Sir Thomas Lawrence P.R.A. F.R.S. 1769-1830 and studio

Sir Thomas Lawrence   P.R.A.  F.R.S.  1769-1830 and studio
Sir Thomas Lawrence   P.R.A.  F.R.S.  1769-1830 and studio Sir Thomas Lawrence   P.R.A.  F.R.S.  1769-1830 and studio
Offered by: Strachan Fine Art Ltd.
Dealer reference: S00235


The singer Mary Ann Paton 1802 (Edinburgh)-1864 (Chapelthorpe)
later known as Mrs. Wood
Oil on canvas 20 x 16 ins, 51 x 40.6 cms.

This informal portrait of Mary Paton was for many years in the United States although the date it was taken there is uncertain. While there is no portrait of Mary Paton recorded in Kenneth Garlick’s catalogue raisonné, there is known to have been a drawing of her by Lawrence which was burnt in a fire at his studio. Its historic acceptance as a work by Lawrence has recently been confirmed. This portrait must therefore have been painted before Lawrence’s death in January 1830 and therefore before her divorce and remarriage in 1831.

The singer Mary Ann Paton was born in Edinburgh in October 1802, the eldest daughter of George Paton, a writing-master and amateur violinist, and his wife, née Crawford, of Cameron Bank, also an amateur musician. As a child she studied the harp, the violin, and the piano, and made her first appearances in 1810 as a singer, also playing the harp and piano, and reciting. The family settled in London in 1811 and she sang at the Noblemen's Subscription Concerts but then withdrew on health grounds. She continued to study, taking harp and piano lessons with Samuel Webbe the younger and resumed her career as a singer in Bath in 1820 and in Huntingdon the following year.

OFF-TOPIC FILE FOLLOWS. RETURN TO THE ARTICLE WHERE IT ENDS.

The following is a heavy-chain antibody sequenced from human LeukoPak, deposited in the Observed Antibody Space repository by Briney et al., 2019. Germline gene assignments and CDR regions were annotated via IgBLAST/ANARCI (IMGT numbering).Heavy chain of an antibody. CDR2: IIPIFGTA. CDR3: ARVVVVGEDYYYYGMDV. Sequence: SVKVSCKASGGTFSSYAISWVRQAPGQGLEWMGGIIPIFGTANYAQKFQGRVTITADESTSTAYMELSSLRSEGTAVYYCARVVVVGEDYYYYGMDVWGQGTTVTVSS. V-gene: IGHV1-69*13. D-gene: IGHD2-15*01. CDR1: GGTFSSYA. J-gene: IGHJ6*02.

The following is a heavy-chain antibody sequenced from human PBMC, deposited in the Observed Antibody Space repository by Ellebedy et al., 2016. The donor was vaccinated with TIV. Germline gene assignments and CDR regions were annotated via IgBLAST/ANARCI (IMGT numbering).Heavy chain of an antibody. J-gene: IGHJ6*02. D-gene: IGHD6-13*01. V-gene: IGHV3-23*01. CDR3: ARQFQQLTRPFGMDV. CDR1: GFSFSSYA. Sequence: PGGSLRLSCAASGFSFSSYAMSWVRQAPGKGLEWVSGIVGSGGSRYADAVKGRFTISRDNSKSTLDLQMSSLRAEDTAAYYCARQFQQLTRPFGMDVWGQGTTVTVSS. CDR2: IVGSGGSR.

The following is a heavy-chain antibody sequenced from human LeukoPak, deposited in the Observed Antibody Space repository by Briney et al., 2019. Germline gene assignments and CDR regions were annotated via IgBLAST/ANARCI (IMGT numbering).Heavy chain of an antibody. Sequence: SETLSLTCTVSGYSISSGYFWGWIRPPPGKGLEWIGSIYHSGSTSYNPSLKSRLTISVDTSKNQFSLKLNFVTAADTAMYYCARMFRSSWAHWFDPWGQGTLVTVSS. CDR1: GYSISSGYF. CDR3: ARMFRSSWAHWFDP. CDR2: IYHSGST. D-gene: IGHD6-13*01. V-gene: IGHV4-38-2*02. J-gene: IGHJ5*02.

In 1822 Paton joined the Haymarket company, where her performances included Susanna in The Marriage of Figaro (3 August), the Countess in the same opera, Rosina in The Barber of Seville, Lydia in George Frederick Perry's Morning, Noon, and Night, and Polly in The Beggar's Opera. Among her roles at Covent Garden were Mandane in Arne's Artaxerxes and Clara in Linley's The Duenna. The critics of the day warned her against exaggerated ornamentation, but her success was undoubted.

At her father's insistence Paton broke off her engagement to a young doctor named Blood, who acted for a short time under the name of Davis. Afterwards she became, on 7 May 1824, the wife of Lord William Pitt Lennox (1799–1881). Her reputation was greatly enhanced when she sang Agathe in the first English version (by William Hawes) of Weber's
Der Freischütz at the Lyceum on 22 July 1824. A still greater triumph followed with her creation of Reiza in the première of his Oberon, which he conducted on 12 April 1826.

In 1831 Paton divorced her husband in the Scottish court of session, and in the same year she married the tenor Joseph Wood (1801–1890), with whom she had a son. In the same year she was engaged at the King's Theatre, where she sang in Rossini's La Cenerentola and other Italian operas. She then returned to Drury Lane, where she sang Alice in Henry Bishop's version of Meyerbeer's Robert le diable.
She and her husband moved to Woolley Moor, Yorkshire, in 1833, though she later made three successful tours of America, making her debut at the Park Theatre, New York in 1833. She retired to a convent for a year, but reappeared at the Princess's Theatre and at concerts, in which her husband was also engaged. The couple finally settled at Bulcliffe Hall, near Chapelthorpe. She died there on 21 July 1864.
(from the Oxford Dictionary of National Biography)

Newhouse Galleries, New York stock #15407.
Laurence S. Barringer and Louise D. Barringer, Airy Hall Plantation, Fenwick, Colleton County, South Carolina
Estate of Beaumont Barringer Palmer Cathcart

Columbia Museum of Art (B-4, #4)

Height: 20.00inch (50.80 cm)
Width: 16.00inch (40.64 cm)


Very good

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